In what will be the largest leveraged buyout of a restaurant chain since the 2010 transaction that brought a $4.2 billion price tag to Burger King holdings, P .F. Chang’s China Bistro is scheduled to be taken private in mid-June when private equity firm Centerbridge Partners pays P. F. Chang’s shareholders $51.50 a share in a $1.1 billion deal.
The chain, founded by Paul Fleming chef Philip Chiang, first opened in Scottsdale, Arizona, in 1993, offering Western-influenced Asian food at reasonable prices. It owns numerous company stores in the United States and sells licensing agreements in international markets. Fast-casual Pei Wei’s Asian Diner, which originated in Dallas, is part of the mix.
P. F. Chang’s operates numerous company-owned stores in the United States and also sells licensing agreements in international markets.
Cambridge was founded by former Blackstone Group executive Mark Gallogly and Jeffrey Aronson, who led the distressed investing team at Angelo Gordon & Co.
Although I’ve been following the progress of both P. F. Chang’s and Pei Wei for years and was a guest at the pre-opening press party for the first P. F. Chang’s in California, I wasn’t a fan of either restaurant until recently.
Here inDallas, where the labor pool and strategic placement far outshine some of the company’s largest Southern California stores like the one in Anaheim, across the street from Disneyland, I’ve recently discovered the fabulous happy hour items on P. F. Chang’s menus.
The great selection of dim sum items is good news for Dallas diners; just try and find these babies anywhere else in Texas. P. F. Chang’s has done a wonderful job of presenting real deal dim sum, with appropriate sauces. I’m impressed.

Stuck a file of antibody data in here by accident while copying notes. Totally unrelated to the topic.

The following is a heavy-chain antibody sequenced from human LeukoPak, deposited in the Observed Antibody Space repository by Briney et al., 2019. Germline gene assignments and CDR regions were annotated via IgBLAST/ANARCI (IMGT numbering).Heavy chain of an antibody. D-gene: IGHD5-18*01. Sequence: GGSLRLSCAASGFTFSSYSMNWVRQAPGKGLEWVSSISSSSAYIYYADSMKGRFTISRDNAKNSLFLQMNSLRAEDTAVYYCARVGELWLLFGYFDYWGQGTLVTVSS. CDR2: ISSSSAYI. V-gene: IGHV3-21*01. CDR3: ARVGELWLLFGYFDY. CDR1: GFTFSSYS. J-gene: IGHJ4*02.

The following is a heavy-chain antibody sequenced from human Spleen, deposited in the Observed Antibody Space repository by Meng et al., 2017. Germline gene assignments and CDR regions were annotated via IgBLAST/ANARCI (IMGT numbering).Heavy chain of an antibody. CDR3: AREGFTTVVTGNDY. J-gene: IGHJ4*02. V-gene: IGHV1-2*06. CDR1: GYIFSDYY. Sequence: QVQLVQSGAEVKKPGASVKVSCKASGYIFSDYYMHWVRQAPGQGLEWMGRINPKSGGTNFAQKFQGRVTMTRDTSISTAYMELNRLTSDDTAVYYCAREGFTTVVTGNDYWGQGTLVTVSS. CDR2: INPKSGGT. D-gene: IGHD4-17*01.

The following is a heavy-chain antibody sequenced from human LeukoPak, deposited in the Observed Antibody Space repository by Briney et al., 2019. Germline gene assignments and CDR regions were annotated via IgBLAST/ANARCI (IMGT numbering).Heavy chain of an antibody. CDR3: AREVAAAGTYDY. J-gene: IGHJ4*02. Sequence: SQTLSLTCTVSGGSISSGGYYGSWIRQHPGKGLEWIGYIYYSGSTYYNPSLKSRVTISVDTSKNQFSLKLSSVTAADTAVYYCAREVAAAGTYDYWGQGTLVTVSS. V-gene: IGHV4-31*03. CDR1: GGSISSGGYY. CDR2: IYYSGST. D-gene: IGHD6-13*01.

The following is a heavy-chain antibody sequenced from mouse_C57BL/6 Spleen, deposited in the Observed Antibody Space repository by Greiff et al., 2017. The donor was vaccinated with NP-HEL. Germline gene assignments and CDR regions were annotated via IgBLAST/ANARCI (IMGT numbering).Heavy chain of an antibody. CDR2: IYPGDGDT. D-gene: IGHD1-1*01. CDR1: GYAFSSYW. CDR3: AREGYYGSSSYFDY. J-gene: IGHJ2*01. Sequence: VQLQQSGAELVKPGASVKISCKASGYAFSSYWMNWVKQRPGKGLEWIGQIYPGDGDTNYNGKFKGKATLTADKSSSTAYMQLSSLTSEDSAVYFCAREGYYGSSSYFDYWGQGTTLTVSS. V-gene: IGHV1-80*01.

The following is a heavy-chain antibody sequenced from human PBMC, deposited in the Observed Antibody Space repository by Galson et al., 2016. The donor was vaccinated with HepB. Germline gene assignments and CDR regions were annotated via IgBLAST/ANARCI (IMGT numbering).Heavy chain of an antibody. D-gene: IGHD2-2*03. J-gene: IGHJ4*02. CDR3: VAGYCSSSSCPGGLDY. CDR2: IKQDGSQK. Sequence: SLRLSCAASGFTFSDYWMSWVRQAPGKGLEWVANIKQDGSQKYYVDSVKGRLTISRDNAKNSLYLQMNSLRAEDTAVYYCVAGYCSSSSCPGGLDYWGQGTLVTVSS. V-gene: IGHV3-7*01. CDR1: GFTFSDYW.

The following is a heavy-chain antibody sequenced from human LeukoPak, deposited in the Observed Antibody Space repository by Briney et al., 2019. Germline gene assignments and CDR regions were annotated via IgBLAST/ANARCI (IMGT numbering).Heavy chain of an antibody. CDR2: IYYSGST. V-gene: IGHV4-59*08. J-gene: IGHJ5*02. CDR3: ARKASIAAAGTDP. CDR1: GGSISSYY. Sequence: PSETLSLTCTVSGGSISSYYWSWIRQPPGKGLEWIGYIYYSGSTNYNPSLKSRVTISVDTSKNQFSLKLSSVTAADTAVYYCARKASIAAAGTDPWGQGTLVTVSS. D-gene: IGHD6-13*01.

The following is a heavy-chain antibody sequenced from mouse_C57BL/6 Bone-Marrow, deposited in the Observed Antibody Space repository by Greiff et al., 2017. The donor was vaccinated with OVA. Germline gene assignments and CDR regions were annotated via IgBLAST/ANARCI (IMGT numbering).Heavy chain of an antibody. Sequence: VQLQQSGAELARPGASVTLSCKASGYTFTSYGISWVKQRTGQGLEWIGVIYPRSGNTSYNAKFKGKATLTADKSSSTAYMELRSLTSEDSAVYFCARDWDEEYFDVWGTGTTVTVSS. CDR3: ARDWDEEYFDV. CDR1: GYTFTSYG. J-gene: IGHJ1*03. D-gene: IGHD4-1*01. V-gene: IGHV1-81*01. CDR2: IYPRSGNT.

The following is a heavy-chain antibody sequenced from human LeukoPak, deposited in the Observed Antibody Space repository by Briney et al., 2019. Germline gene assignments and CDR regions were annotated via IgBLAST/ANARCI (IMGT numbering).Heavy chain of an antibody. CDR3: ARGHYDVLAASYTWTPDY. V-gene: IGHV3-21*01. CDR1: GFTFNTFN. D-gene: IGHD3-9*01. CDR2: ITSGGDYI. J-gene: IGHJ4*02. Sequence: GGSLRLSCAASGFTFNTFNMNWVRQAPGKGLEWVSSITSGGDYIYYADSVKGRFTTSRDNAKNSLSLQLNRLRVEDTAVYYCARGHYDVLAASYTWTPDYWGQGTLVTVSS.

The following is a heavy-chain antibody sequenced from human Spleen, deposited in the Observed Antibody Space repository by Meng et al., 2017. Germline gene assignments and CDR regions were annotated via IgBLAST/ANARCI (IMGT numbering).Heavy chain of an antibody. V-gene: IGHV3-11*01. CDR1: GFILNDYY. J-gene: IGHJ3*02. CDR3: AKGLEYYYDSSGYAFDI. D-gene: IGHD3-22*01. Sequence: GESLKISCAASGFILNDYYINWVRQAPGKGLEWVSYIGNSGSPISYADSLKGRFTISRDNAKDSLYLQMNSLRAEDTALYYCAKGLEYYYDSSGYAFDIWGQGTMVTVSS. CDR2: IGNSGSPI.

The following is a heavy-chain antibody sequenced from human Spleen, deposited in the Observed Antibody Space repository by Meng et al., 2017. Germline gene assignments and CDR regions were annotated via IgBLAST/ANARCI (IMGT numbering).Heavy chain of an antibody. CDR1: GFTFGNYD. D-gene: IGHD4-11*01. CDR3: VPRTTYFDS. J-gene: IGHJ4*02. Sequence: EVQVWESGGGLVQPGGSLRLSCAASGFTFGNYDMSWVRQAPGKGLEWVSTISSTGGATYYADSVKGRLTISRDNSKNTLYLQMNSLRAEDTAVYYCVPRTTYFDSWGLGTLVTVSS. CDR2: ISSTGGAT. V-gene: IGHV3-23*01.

And for a real shocker, PFC serves the best tortillas in Texas, an element of their yummy Korean beef tacos, While Korean beef tacos are a staple of dozens of Los Angeles food trucks, they’re hard to find here with the exception of one or two Dallas Metro trucks and little drive-thru Goghee To Go in Oaklawn.
Nobody – not in L. A. either – though, serves Korean beef tacos on fresh, made-from-scratch, made-to-order tortillas, cooked on a flat top grill that turns them out in similar style to grilling capability of an in-house comal.
At $5 an order (for two), two orders make a meal.
But don’t stop there. Try some of the dumplings, especially the pork-filled, scallion-topped Flaming Red Wontons with sesame soy sauce. PFC comes up a winner with their dim sum; this stuff is right out of a dim sum palace on the Pacific Rim.
The tortillas – this is merely an opinion, not a fact – may have been influenced by what pioneering California restaurateur Larry Cano came up with for his then-revolutionary El Torito Grill concept in Newport Beach’sFashion Island in the early 1990’s.
The dim sum are available at happy hour – or on PFC’s special dim sum lunch menu.
P. F. Chang’s recently remodeled Northpark store is gorgeous, with plenty of adjacent parking. I also love the Southlake location, which for my money serves the only actual Chinese food in the mid-cities. Kudos to both Northpark Manager John Zuffinetti, and Southlake Manager Tim Ertz; while I’d personally hate to lose you from the Dallas area, the company’s stores in other parts of the country could learn a lot from you both.
Judy Chamberlain, a professional restaurant critic since 1983, is also a critically-acclaimed jazz singer. Check out her website.